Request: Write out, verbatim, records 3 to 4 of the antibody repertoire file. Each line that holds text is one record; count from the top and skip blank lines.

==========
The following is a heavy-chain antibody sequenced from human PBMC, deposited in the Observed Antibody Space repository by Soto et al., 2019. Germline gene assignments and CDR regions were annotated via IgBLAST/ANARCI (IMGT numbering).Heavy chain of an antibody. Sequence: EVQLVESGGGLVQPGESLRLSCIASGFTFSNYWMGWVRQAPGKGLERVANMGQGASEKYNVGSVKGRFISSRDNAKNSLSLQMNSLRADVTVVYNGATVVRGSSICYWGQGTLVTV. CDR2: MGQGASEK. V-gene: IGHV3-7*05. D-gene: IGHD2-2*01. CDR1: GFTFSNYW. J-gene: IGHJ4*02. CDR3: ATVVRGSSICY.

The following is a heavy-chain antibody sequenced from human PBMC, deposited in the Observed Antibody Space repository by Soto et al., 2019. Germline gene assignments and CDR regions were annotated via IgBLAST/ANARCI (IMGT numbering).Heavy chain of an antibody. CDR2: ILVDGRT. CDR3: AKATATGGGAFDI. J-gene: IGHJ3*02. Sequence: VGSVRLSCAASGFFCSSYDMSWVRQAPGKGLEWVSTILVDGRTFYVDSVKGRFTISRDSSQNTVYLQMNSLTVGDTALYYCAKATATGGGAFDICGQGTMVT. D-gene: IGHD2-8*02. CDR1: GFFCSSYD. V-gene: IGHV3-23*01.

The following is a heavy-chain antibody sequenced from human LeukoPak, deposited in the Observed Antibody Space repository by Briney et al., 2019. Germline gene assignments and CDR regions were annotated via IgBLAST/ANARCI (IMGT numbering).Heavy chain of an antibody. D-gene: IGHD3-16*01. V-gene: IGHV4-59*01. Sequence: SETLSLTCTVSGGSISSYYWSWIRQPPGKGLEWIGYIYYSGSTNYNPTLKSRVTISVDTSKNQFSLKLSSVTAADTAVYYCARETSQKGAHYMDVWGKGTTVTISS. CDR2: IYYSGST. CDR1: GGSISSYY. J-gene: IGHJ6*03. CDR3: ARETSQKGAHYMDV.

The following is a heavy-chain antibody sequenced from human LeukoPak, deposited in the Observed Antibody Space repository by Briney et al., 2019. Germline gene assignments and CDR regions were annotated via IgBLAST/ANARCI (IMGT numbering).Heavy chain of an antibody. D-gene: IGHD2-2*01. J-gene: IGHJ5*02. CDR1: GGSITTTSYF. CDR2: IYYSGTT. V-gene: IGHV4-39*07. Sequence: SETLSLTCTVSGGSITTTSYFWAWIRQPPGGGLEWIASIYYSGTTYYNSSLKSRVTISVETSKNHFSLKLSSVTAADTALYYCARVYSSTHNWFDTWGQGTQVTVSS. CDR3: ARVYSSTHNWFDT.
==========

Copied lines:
The following is a heavy-chain antibody sequenced from human LeukoPak, deposited in the Observed Antibody Space repository by Briney et al., 2019. Germline gene assignments and CDR regions were annotated via IgBLAST/ANARCI (IMGT numbering).Heavy chain of an antibody. D-gene: IGHD3-16*01. V-gene: IGHV4-59*01. Sequence: SETLSLTCTVSGGSISSYYWSWIRQPPGKGLEWIGYIYYSGSTNYNPTLKSRVTISVDTSKNQFSLKLSSVTAADTAVYYCARETSQKGAHYMDVWGKGTTVTISS. CDR2: IYYSGST. CDR1: GGSISSYY. J-gene: IGHJ6*03. CDR3: ARETSQKGAHYMDV.

The following is a heavy-chain antibody sequenced from human LeukoPak, deposited in the Observed Antibody Space repository by Briney et al., 2019. Germline gene assignments and CDR regions were annotated via IgBLAST/ANARCI (IMGT numbering).Heavy chain of an antibody. D-gene: IGHD2-2*01. J-gene: IGHJ5*02. CDR1: GGSITTTSYF. CDR2: IYYSGTT. V-gene: IGHV4-39*07. Sequence: SETLSLTCTVSGGSITTTSYFWAWIRQPPGGGLEWIASIYYSGTTYYNSSLKSRVTISVETSKNHFSLKLSSVTAADTALYYCARVYSSTHNWFDTWGQGTQVTVSS. CDR3: ARVYSSTHNWFDT.